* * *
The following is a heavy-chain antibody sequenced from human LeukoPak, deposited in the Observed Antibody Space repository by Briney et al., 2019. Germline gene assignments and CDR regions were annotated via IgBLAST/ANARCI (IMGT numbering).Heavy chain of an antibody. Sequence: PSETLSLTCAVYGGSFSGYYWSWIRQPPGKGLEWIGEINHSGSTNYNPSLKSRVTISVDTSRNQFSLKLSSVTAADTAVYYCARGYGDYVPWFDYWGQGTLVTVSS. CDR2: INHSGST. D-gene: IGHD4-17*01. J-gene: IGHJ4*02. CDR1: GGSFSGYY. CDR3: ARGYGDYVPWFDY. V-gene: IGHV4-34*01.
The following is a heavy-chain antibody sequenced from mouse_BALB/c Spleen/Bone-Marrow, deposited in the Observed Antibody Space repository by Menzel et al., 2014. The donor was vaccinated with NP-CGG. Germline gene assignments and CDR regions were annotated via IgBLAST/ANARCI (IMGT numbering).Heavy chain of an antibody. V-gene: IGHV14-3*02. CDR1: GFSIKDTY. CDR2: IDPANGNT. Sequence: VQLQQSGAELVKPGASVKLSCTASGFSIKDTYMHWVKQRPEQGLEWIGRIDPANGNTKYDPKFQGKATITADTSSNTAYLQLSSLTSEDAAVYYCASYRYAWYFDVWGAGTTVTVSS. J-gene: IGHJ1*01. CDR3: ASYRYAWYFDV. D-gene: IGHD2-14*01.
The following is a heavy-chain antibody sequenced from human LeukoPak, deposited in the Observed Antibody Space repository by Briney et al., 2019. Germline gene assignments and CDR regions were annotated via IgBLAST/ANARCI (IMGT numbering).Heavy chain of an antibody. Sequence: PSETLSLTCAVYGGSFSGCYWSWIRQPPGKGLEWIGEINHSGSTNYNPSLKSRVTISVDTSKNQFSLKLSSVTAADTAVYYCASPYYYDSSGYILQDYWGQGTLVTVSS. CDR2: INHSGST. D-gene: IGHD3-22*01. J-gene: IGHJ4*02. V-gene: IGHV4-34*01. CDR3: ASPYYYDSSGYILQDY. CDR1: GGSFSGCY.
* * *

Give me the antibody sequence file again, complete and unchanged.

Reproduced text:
The following is a heavy-chain antibody sequenced from human LeukoPak, deposited in the Observed Antibody Space repository by Briney et al., 2019. Germline gene assignments and CDR regions were annotated via IgBLAST/ANARCI (IMGT numbering).Heavy chain of an antibody. Sequence: PSETLSLTCAVYGGSFSGYYWSWIRQPPGKGLEWIGEINHSGSTNYNPSLKSRVTISVDTSRNQFSLKLSSVTAADTAVYYCARGYGDYVPWFDYWGQGTLVTVSS. CDR2: INHSGST. D-gene: IGHD4-17*01. J-gene: IGHJ4*02. CDR1: GGSFSGYY. CDR3: ARGYGDYVPWFDY. V-gene: IGHV4-34*01.
The following is a heavy-chain antibody sequenced from mouse_BALB/c Spleen/Bone-Marrow, deposited in the Observed Antibody Space repository by Menzel et al., 2014. The donor was vaccinated with NP-CGG. Germline gene assignments and CDR regions were annotated via IgBLAST/ANARCI (IMGT numbering).Heavy chain of an antibody. V-gene: IGHV14-3*02. CDR1: GFSIKDTY. CDR2: IDPANGNT. Sequence: VQLQQSGAELVKPGASVKLSCTASGFSIKDTYMHWVKQRPEQGLEWIGRIDPANGNTKYDPKFQGKATITADTSSNTAYLQLSSLTSEDAAVYYCASYRYAWYFDVWGAGTTVTVSS. J-gene: IGHJ1*01. CDR3: ASYRYAWYFDV. D-gene: IGHD2-14*01.
The following is a heavy-chain antibody sequenced from human LeukoPak, deposited in the Observed Antibody Space repository by Briney et al., 2019. Germline gene assignments and CDR regions were annotated via IgBLAST/ANARCI (IMGT numbering).Heavy chain of an antibody. Sequence: PSETLSLTCAVYGGSFSGCYWSWIRQPPGKGLEWIGEINHSGSTNYNPSLKSRVTISVDTSKNQFSLKLSSVTAADTAVYYCASPYYYDSSGYILQDYWGQGTLVTVSS. CDR2: INHSGST. D-gene: IGHD3-22*01. J-gene: IGHJ4*02. V-gene: IGHV4-34*01. CDR3: ASPYYYDSSGYILQDY. CDR1: GGSFSGCY.